Political pragmatists will dismiss this idea as a non-starter, given how controversial messing with these sacred cows would be. But with the first destructive signs of global warming already upon us, we need bold action. In fact, we need to be even bolder. President Eisenhower said that when he was confronted by a problem he could not solve, he made it bigger. "If I make it big enough," he said, "I can begin to see the outlines of a solution." In line with that principle, de-carbonizing the tax code would be only a first step. The larger task is to de-carbonize all of federal fiscal policy -- in other words, all the ways the government influences the economy with how it obtains and disburses money. Our current fiscal policy was built to support the old carbon economy. It encourages things that hurt us and undervalues things that make us stronger.
What the federal government funds in its massive farm and transportation programs are examples of fiscal policy. So are the types of research the federal government conducts and funds, how much we charge oil companies to drill on public lands, and the criteria for winning federal grants, to name just a few examples.
There is a stark contrast between the two candidates on the need for our economy to adapt to contemporary realities, but neither has addressed it head-on. Throughout his first term and in the campaign, President Obama has talked about building a "new energy economy" and developing the energy technologies of the future. These are the terms he uses to describe a deliberate and necessary transition to a society that has adapted to the atmosphere's inability to continue quietly absorbing our wastes.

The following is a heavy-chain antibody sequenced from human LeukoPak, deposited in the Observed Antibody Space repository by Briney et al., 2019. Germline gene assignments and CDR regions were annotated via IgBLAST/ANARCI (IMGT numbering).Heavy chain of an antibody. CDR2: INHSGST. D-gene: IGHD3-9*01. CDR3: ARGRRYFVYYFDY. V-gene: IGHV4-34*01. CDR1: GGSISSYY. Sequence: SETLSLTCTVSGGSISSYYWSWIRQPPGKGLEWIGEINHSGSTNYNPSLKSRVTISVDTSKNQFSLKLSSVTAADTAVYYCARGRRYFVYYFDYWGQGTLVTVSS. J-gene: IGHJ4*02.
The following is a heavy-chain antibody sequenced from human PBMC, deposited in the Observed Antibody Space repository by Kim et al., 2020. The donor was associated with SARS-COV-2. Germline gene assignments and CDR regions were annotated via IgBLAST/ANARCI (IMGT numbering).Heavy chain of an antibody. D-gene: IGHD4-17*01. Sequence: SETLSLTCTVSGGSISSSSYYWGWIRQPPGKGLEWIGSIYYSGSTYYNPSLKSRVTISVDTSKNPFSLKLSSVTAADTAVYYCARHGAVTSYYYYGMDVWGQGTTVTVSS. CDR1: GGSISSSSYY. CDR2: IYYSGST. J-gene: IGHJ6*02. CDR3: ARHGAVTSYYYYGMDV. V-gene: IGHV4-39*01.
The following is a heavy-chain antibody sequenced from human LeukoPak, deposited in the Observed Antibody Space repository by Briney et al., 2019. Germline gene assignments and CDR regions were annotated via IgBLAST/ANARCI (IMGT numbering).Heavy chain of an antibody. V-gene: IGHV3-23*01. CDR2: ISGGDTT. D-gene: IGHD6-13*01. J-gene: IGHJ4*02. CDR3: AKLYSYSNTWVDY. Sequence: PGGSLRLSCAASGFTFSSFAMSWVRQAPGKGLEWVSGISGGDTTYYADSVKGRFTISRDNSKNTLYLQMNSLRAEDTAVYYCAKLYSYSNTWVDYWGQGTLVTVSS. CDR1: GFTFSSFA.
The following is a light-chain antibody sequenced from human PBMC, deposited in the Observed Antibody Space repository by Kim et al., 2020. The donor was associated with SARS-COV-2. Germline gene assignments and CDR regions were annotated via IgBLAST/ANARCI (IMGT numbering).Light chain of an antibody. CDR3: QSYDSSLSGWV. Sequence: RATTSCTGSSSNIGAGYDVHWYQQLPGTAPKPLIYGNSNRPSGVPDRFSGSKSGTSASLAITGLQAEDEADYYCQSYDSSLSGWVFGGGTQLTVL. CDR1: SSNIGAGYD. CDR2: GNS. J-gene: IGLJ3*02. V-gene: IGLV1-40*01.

However, by mentioning climate change only in passing during the campaign, Obama has avoided talking about the urgency of the transition.
As a businessman, Mitt Romney knows that a company has to adapt to changing market conditions to avoid "the dustbin of business oblivion". Yet he proposes that we become a carbon superpower that, apparently without regard for consequences, produces more oil, coal and gas and keeps using the atmosphere as a waste dump. He is selling the comfortable illusion that there is no need to mess with business as usual -- no need for a "clean energy economy."
The Presidential Climate Action Project has proposed that the next president lead the adaptation of federal fiscal policy to the realities of the contemporary world. That means phasing out virtually all of the policies and practices that encourage the use of coal, oil, and natural gas.
This should not be done with a succession of one-off reforms. Fiscal reform could be accomplished in a process similar to that used years ago to close unneeded military bases. The president would revive the bipartisan National Commission on Fiscal Responsibility and Reform, perhaps with different members and the help of the NAS, to audit fiscal policy in its entirety and to present him with an all-or-nothing package of subsidies and policies that could be reformed without undermining national security or economic stability. If the president approved the package, Congress would have 45 days to reject it.
A central question in this election is whether we will be the architects of our future or its victims, to paraphrase Buckminster Fuller. The United States and its economy are not exempt from the fundamental laws of evolution. We must adapt if we wish to remain the fittest and the strongest of nations.
Bill Becker is executive director of the Presidential Climate Action Project.